I am still spending about 3-4 hours daily doing my exercises, stretches, and massages as part of my physical therapy, and I am going to start driving short distances. I still have a lot of pain/discomfort when sitting, so sitting in a car is like torture, but I have to do it to get back to my normal life/routine. I will also start transitioning back to work. I am going to work four hours a day from February 19-March 1. That will allow me to continue with my intense physical therapy schedule.

Wish me luck as I enter this new phase of my recovery!

 

February 18

This is what recovery looks like. Still have a long road ahead of me, but I am making progress. Top left chart is my daily runs before my surgery. Then there are three in the bottom row from the weeks immediately following surgery showing my daily walks. Finally you have my daily walks this past week.

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March 1

Week eleven post-op report:
Tomorrow will be my first full day back at work. This recovery is the most difficult obstacle I have faced in my life. I am trying to stay positive and draw inspiration from any possible source. Here is my quote for tomorrow – “Success is not final, failure is not fatal: it is the courage to continue that counts.” – Winston Churchill

March 10

Week twelve post-op report:
This week’s milestone was my first day back in the classroom since the surgery. Between the killer commute and the unrelenting pain/discomfort, this has not been easy. However, I have been surrounded by amazing people who are cheering me on and encouraging me when I feel like I can’t keep going. A special shout out to all the people at work who have made me feel the love the past two weeks with your flowers, chocolates, donuts, messages, smiles, hugs, and positive energy! You have no idea how much your encouragement means to me! Thank you!

Tame the Beast

Pain is one of the biggest complaints that I hear from other SCT survivors. I know it has been my greatest challenge. This video does a great job of explaining persistent pain.

Explain Pain Author on YouTube

In my last post I wrote about a book that my physical therapist asked me to read. Since then, I have been trying to find out more about the authors and their approach to pain. I found this video to be both informative and entertaining. If you have a few minutes to spare, you might give it a go.

Review – Explain Pain

Right now, I am at a point in my recovery where pain is my primary focus. My motor abilities are improving day by day, but the pain… that nagging, ever present pain… that is my primary concern. I have recently started seeing a physiatrist (if you don’t know what a physiatrist is, don’t feel bad – a month ago, neither did I), and the physiatrist has sent me back to physical therapy, but this time instead of working on balance and movement, we are working on reducing my pain levels. On my second visit, the physical therapist handed a book to me. She told me that she thought it might help me to understand my pain. The name of the book was Explain Pain

explain-pain-cover

The book was written by Drs. David Butler and Lorimer Moseley from the University of South Australia. According to the University’s website, Dr. Moseley is a Pain Scientist with a background in physiotherapy, neuroscience and psychophysiology. Dr. Butler is the Director of the Neuro Orthopaedic Institute.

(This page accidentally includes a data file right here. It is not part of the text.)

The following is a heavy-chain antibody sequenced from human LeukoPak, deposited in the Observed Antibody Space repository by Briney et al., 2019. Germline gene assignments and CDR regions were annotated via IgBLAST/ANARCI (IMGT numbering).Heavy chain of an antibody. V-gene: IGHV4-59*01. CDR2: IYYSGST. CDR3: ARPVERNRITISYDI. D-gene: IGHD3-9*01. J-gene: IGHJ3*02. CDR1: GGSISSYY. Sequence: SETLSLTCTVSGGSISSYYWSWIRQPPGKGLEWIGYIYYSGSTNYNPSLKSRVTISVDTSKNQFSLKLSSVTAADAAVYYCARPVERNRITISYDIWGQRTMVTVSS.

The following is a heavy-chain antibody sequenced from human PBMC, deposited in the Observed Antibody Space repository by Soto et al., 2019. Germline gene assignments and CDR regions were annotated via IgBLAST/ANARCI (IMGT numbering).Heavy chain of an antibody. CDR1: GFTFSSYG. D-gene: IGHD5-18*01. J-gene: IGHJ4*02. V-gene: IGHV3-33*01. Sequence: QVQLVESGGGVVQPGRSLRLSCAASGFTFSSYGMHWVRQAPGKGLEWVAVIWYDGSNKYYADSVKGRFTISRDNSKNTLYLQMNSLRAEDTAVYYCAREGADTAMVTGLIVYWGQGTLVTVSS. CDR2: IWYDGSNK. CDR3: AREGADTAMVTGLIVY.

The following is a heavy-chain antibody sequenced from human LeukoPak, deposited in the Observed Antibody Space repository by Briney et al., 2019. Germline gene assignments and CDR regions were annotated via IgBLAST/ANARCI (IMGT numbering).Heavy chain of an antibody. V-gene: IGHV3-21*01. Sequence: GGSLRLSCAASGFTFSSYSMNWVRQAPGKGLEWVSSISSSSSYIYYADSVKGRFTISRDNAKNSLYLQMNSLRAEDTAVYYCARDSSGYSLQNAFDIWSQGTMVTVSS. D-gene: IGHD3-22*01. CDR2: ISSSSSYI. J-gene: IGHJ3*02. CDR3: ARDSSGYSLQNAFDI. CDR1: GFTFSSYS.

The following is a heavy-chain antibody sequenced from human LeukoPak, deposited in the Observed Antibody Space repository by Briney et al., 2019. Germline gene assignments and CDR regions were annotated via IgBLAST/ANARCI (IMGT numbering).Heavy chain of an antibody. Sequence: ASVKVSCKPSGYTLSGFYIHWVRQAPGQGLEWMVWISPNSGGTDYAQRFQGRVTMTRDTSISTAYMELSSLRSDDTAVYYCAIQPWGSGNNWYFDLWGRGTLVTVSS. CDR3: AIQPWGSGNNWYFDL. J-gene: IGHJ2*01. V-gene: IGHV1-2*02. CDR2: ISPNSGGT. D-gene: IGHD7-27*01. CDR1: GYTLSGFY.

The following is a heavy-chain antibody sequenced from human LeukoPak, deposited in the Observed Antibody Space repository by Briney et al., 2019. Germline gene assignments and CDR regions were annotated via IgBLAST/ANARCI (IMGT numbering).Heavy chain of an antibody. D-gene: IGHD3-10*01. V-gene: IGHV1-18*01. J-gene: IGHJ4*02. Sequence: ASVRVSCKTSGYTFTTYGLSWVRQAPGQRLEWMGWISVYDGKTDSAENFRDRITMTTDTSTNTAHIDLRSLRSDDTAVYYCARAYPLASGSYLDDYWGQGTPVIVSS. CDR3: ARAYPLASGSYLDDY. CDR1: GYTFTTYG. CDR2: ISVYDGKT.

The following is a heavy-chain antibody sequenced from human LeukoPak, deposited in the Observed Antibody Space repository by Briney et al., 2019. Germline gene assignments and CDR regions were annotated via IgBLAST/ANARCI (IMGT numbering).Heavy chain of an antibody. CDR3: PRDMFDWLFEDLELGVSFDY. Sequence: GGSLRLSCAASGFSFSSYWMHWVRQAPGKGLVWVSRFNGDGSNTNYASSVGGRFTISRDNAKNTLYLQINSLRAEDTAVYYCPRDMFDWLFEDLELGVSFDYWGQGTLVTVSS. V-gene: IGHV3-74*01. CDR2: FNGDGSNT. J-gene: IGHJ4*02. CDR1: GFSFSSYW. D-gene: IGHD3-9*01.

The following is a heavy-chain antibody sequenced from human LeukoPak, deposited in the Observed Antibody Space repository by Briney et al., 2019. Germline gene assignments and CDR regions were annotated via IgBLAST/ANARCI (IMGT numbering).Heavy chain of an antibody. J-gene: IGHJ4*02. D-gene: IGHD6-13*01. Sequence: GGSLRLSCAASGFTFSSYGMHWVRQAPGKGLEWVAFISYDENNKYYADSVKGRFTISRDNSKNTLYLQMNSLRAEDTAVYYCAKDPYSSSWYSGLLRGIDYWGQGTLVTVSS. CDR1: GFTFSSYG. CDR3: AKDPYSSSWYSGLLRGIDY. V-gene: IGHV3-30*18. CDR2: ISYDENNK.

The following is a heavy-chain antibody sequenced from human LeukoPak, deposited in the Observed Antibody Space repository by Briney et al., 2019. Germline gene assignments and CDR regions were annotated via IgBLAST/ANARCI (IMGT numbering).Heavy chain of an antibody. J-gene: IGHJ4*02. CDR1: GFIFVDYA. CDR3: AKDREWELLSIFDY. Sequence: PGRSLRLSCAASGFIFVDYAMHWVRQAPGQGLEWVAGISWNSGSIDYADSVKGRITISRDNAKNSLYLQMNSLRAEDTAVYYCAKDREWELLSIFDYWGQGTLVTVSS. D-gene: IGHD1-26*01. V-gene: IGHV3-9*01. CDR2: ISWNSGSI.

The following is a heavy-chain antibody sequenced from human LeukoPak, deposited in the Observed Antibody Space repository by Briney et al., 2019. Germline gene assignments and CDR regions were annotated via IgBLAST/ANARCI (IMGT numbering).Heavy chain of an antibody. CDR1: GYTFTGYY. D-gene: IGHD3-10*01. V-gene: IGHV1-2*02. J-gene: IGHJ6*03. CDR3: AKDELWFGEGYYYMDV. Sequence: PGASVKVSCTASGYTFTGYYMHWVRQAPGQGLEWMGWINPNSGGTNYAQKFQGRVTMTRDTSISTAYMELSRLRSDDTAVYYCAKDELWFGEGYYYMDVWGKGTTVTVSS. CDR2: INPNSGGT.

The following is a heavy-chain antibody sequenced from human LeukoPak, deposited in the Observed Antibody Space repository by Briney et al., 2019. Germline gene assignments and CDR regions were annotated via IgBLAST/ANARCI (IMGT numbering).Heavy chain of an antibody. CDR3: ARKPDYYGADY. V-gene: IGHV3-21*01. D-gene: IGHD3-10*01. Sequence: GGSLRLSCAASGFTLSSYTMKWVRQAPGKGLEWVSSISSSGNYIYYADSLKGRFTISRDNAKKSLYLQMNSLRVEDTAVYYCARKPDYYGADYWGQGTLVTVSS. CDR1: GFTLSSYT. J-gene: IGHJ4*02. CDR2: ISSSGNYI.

The book, which sells for a shocking $94.22 on Amazon.com, summarizes research from a number of different fields to provide patients with an understanding of factors that influence their pain levels. They manage to do this with very little jargon, so people with limited understanding of human biology can follow along. Despite the simple explanations, they also succeed in not talking down to the reader.

While I think that this book can provide SCT patients with a better understanding of their pain, and by extension a better perspective from which to manage their pain, I do not think it is worth close to $100! If you can find it used or borrow a copy from a local library, I would definitely say it is worth a read.

They have another book, The Explain Pain Handbook, which is $36.10 on Amazon.com. I think I might give it a try. It is supposed to be a more hands-on guide to help patients take control of their pain using techniques that are based on the research that was presented in Explain Pain.

Have you read either of these books? If so, I would love to hear what you thought about them. Have you read any other good books on pain management?

The Good Old Days

When I was first diagnosed, I was furious with the universe. I remember thinking it was so unfair. After three years of sacrifices while juggling my career and classwork for my doctorate, I was ready to ease back into my “real” life. I had trips to take. I had family to visit. I had friends to reconnect with. Suddenly I felt like it was all being stolen from me. All I could see in front of me was a black hole of uncertainty.

I am now one year out from the diagnosis and seven months out from the surgery, and while the anger has subsided, I still miss the good old days. I long for a time when pain was not my constant companion. I wonder what I might have done differently had I known what the future held for me. Would I have spent so many extra hours at work? Would I have put relationships on the back burner to focus on my education? Would I have travelled more? Risked more? Played more?

My old life feels like a distant memory. I think this is probably something many SCT survivors can relate to. When I heard Macklemore’s song, Good Old Days, it really resonated. I was particularly struck by the following lyrics:

Never thought we’d get old, maybe we’re still young;
Maybe you always look back and think it was better than it was.
Maybe these are the moments;
Maybe I’ve been missin’ what it’s about
Been scared of the future, thinkin’ about the past
While missin’ out on now.
We’ve come so far, I guess I’m proud
And I ain’t worried ’bout the wrinkles ’round my smile.
I’ve got some scars, I’ve been around.
I’ve felt some pain, I’ve seen some things, but I’m here now.
Those good old days… 
Those good old days.

Grit: The Courage to Continue